Caregivers Need Care Too: Tips for Caregiver Wellbeing
This is a guest article from Community Ambassador Nicoletta Skoufalos, PhD, a licensed clinical psychologist and practitioner at GreenTPsychology, LLC. For more caregivers resources, visit the National Resource Center on Lupus.
November is National Caregivers Month and it is important to take a moment to acknowledge the love and dedication that caregivers provide. When focusing so much on the well-being of others, the reality that caregiver self-care is just as necessary can be forgotten. Let us all remember the value of caregiver self-care! Keep the following tips in mind!
Physical exercise tends to be one of the first areas of self-care that slips when caregivers become overwhelmed by juggling too many responsibilities. This can be a dangerous activity to abandon as lack of exercise may contribute to lethargy and even depression, not to mention poor health.
Thinking about physical activity as something that can be enjoyable, goes a long way! This doesn’t have to be the gym. It can be whatever you want it to be: walking, gardening, or hiking. Find something that is fun for you and that can also get you moving. Don’t worry about how much time you have to devote to it, just keep it consistent every week. This regular activity may help improve your mood, decrease stress, increase energy levels, and of course keep you physically fit!
Don't Underestimate the Power of Friendships
Caregivers sometimes put off things that they experience as non-essential. All too often, friendship gets delegated to this list. Friendships can be a great source of support during trying times. Research demonstrates that perceptions of strong social support protect against anxiety and depression (e.g. Roohafza, Afshar, Hassanzadeh Keshteli, et al., 2014). There are also studies showing that loneliness is associated with worse physical and mental health (e.g. Cole, Capitanio, Chun, et al., 2015). While caregiving can take up much time, it is important to not take friendships for granted. Try combining your physical activity with "friend time." Go to a dance class or go jogging with a friend regularly or set up monthly dinner dates. Do not underestimate the power of friendships!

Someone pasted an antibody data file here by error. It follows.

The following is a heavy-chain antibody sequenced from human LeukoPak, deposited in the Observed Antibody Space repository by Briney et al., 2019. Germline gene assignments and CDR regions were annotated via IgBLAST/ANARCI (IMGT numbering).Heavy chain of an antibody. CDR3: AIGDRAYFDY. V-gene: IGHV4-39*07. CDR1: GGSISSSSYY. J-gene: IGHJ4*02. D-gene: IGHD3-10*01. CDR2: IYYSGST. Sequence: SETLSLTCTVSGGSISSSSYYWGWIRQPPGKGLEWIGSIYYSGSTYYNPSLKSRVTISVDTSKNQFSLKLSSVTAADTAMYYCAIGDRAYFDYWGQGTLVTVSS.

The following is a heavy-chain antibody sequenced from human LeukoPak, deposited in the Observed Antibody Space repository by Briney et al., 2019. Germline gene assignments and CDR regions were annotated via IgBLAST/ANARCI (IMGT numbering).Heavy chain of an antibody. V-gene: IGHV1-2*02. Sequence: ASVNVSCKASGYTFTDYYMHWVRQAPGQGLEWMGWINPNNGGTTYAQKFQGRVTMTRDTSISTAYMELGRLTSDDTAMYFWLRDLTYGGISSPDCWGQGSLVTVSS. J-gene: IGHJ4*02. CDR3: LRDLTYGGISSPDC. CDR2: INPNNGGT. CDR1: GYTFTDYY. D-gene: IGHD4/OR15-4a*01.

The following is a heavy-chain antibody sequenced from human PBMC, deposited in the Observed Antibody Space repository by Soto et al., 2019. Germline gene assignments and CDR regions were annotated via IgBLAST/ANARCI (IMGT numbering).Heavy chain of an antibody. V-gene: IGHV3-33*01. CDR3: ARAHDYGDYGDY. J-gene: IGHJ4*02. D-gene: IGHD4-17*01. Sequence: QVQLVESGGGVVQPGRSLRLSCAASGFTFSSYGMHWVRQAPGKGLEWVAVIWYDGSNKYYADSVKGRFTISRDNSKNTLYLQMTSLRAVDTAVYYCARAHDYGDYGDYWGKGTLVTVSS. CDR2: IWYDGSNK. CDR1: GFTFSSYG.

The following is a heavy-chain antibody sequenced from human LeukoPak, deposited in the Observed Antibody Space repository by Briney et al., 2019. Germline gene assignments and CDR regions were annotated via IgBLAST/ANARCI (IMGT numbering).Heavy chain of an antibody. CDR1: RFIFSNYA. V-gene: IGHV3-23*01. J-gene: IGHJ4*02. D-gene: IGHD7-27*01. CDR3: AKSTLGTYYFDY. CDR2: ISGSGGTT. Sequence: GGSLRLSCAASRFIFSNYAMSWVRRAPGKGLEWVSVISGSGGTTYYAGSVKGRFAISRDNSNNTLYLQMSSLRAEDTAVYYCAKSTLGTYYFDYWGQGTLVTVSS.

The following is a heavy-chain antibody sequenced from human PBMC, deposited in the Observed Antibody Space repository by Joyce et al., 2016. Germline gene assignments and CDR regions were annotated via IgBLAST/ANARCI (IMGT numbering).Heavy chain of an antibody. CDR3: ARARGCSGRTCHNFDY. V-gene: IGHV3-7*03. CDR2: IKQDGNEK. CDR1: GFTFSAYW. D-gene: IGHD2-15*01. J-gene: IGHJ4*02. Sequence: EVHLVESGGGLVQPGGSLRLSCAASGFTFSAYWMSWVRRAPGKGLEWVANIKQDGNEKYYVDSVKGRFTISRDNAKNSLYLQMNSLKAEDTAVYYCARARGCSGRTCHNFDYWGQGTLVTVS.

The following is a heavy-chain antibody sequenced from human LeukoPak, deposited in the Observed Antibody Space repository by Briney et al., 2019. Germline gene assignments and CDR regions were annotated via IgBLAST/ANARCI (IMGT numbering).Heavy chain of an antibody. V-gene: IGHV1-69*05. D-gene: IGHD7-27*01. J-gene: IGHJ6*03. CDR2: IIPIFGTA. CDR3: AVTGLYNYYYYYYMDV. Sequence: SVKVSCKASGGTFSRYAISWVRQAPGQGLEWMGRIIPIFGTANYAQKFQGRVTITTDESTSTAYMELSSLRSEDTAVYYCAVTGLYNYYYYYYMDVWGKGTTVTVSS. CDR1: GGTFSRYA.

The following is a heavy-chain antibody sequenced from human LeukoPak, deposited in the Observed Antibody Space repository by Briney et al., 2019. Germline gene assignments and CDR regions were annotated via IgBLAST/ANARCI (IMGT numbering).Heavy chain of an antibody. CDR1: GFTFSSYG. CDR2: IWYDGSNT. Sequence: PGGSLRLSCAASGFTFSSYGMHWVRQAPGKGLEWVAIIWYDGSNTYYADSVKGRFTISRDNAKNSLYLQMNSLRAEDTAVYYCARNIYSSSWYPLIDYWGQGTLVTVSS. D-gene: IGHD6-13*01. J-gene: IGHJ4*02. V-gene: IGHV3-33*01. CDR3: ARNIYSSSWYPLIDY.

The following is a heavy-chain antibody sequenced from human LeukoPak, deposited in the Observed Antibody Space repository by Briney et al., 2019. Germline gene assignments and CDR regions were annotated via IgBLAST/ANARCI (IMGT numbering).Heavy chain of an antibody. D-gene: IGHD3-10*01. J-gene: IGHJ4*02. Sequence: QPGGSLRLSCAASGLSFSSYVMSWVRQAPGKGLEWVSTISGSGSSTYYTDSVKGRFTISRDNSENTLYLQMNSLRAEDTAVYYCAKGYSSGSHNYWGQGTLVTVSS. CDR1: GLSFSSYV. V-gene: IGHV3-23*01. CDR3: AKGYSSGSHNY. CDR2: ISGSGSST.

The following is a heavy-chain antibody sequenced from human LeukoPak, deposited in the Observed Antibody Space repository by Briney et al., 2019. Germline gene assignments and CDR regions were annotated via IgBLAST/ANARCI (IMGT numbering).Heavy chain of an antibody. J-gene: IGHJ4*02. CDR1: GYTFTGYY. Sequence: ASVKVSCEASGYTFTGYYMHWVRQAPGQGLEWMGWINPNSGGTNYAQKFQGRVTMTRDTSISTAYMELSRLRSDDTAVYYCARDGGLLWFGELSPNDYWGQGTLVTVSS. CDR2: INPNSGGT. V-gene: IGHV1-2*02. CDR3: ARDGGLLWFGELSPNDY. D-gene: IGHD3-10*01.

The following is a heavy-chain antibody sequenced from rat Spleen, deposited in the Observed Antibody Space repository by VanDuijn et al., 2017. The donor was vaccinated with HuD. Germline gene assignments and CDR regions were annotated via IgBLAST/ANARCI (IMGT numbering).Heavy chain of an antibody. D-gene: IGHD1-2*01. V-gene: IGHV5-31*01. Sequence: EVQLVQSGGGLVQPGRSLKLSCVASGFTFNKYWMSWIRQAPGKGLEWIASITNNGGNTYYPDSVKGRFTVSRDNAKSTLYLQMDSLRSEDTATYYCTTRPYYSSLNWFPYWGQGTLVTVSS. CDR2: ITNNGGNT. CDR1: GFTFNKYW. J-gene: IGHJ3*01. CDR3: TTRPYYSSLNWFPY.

Get Some Extra Zs.
Many caregivers report exhaustion related to managing their multiple responsibilities, which can oftentimes impact the quality of their sleep. Sleep deprivation interferes with our ability to manage stress, contributes to weight gain, can impair concentration, and impacts the immune system.
We all hear about the need for 8 hours of sleep, but just as important as the quantity is the quality of our sleep. Is there frequent waking in the night? Is the sleep restless? Are you having a hard time falling asleep when it’s time for bed? If the quality of your sleep is poor, you might want to consider not drinking caffeine after 1pm or cut it out completely. Avoid alcohol as it can interfere with your sleep cycle and contribute to restlessness. Avoid screens for about an hour before bedtime. Exercising can help improve sleep. Some people also like to use guided meditations for sleep, which can be found easily online.
Engaging in any activity that slows our thoughts down and allows for comfortable and easy breathing is an effective stress reduction tool. This can be anything: meditation, yoga, deep breathing, listening to music, playing with your dog, getting a massage or sitting in a park looking at the leaves on a tree. What is most important is that you remain in the present moment and when you notice anxiety-provoking thoughts you just acknowledge them as thoughts that you can return to later. Find the right stress reduction technique for you, and like exercise make it as consistent as possible or maybe even integrate it into your exercise regimen.
Cole, S.W., Capitanio, J.P., Chun, K., et al. (2015). Myeloid Differentiation architecture of leukocyte transcriptome dynamics in perceived social isolation. Proceedings of the National Academy of Sciences, 2015; 201514249.
Roohafza, H.R., Afshar, H., Hassanzadeh Keshteli, A., et al. (2014). What's the role of perceived social support and coping styles in depression and anxiety? Journal of Research in Medical Sciences, 19 (10). 944-949.